But ask where the steel for all those turbine and transmission towers,
    … all those biofueled vehicles, all those solar-heated buildings, all those rails and carriages for rapid trains running on wind and solar electricity …

    No amount of renewable electricity and no amount of bioethanol can smelt a billion tonnes of iron –- and all the charcoal that could be produced in a responsible and truly sustainable manner could be used to reduce only a small fraction of today’s iron needs, and even a smaller one of the future demand. There can be no doubt: coal-derived coke will be with us for generations to come.


  282. No viable replacement for coal-derived coke. No viable replacement for jetliner kerosene. No viable replacement for fossil fuel based fertilizers.

    Aluminium smelting is another interesting category. Even more important than steel owing to its importance in the manufacturing of light weight vehicles, wind turbines and solar panel frames. There’s no way to smelt aluminium except by using up stupendously large quantities of electricity. It’s an industry that’s been environmentally on the nose for decades owing to its consumption of power, yet it is this very same industry that will be very much in need in an energy transformed world.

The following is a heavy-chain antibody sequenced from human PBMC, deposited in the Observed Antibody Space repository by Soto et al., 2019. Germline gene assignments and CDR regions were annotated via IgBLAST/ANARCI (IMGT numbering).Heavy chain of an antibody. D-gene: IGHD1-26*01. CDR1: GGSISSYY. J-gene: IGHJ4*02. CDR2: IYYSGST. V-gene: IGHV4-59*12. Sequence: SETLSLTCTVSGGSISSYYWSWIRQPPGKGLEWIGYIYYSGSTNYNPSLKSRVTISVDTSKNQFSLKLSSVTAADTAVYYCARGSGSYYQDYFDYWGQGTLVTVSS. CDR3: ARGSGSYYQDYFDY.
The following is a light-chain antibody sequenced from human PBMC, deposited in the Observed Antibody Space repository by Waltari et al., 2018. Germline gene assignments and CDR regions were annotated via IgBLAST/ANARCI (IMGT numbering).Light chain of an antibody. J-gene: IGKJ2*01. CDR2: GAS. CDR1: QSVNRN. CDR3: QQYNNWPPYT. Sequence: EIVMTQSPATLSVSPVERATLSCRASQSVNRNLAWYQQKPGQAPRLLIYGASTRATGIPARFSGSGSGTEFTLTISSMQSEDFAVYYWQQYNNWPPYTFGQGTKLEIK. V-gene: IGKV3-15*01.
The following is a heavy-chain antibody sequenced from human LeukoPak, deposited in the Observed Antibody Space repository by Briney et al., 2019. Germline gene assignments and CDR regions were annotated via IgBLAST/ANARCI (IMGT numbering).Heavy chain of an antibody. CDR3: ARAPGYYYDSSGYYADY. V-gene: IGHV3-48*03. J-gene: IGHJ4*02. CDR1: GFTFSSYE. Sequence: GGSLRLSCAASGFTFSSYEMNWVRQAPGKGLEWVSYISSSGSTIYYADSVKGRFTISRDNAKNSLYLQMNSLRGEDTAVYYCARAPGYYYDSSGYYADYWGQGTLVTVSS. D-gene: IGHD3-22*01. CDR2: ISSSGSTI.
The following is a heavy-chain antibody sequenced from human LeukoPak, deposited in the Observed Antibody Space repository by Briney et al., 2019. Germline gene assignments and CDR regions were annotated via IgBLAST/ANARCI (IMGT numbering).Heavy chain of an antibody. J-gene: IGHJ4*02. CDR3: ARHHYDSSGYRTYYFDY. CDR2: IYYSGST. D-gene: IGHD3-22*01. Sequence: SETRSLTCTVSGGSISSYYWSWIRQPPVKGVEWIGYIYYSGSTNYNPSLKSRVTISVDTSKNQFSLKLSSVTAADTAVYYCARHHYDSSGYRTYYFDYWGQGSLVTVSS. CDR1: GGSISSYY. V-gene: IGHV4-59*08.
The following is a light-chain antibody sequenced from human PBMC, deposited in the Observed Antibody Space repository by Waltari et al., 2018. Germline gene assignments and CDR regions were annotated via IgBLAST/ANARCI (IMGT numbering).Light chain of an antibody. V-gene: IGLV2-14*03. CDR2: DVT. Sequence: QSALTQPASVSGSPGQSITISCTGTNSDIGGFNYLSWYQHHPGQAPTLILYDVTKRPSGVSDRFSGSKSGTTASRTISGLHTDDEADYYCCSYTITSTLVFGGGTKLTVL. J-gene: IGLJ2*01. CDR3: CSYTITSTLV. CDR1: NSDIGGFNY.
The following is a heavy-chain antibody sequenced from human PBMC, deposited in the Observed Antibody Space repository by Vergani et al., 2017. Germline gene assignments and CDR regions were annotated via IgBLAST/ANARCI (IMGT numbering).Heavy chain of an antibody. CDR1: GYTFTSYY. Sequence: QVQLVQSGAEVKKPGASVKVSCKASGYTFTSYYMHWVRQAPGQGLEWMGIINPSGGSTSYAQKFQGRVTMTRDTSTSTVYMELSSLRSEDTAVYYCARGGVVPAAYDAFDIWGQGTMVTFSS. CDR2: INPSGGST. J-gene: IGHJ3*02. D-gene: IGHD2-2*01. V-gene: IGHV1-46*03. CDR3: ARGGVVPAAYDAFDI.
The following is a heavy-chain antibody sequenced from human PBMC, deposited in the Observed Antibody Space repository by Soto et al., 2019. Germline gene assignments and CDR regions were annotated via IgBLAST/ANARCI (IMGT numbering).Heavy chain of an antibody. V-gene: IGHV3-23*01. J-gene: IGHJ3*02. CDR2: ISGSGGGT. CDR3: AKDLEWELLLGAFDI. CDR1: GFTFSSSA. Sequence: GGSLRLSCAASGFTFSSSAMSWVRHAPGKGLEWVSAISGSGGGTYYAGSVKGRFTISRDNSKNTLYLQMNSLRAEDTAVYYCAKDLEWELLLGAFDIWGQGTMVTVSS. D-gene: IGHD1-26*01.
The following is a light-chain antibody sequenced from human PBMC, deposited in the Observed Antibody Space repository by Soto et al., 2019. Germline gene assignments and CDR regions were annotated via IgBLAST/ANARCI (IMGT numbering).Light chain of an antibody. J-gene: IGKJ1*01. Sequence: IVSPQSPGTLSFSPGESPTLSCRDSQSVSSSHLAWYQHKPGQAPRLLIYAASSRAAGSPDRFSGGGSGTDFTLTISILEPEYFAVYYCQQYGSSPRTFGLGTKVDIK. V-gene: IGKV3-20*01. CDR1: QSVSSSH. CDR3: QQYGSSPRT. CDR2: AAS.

There’s no easy fix.


  283. BTW the CO2 mass multiplier is 2.71 for coking coal and 2.39 for thermal black coal according to BHP documents, 2.8 for natural gas according to Engineering Toolbox. If steel smelting and future jet fuel are the unavoidable uses for coal then we should keep coal use to that alone and not use it in the production of electricity or cement. However increased scrap steel recycling is an alternative to primary steel production and fast rail is an alternative to flying.

    Increasing carbon penalties (absent loopholes) should shrink coal use down to the indispensable applications. I helped deliver a load of scrap iron to a recycling centre the price at the time being a respectable $305 per tonne. Business was brisk to say the least. With aluminium at 15 Mwh electrical input per tonne I think we should pay more, such as 20c deposits on soft drink cans. I think the Australian government has erred by giving aluminium smelters a partial carbon tax exemption on the grounds of being ‘trade exposed’. A better approach is to assume other countries generate 15t CO2 per t Al then impose a carbon tariff of 15 X $23 = $345. That will help the industry afford nuclear electricity as in Russia.


  284. (Comment deleted)

    As per BNC comments policy, the blog is not to be used for posting denialism of the scientific consensus of AGW/CC including quoting fulminations from known denialist individuals and organisations. I remind you of Barry’s comment to you:

    The comment I deleted on the CEDA thread was an out-and-out whinge and yet another attack on climate scientists, and I won’t put up with that, as I’ve said before. As I also said, take a bit more care, or I’ll be forced to put you on permanent moderation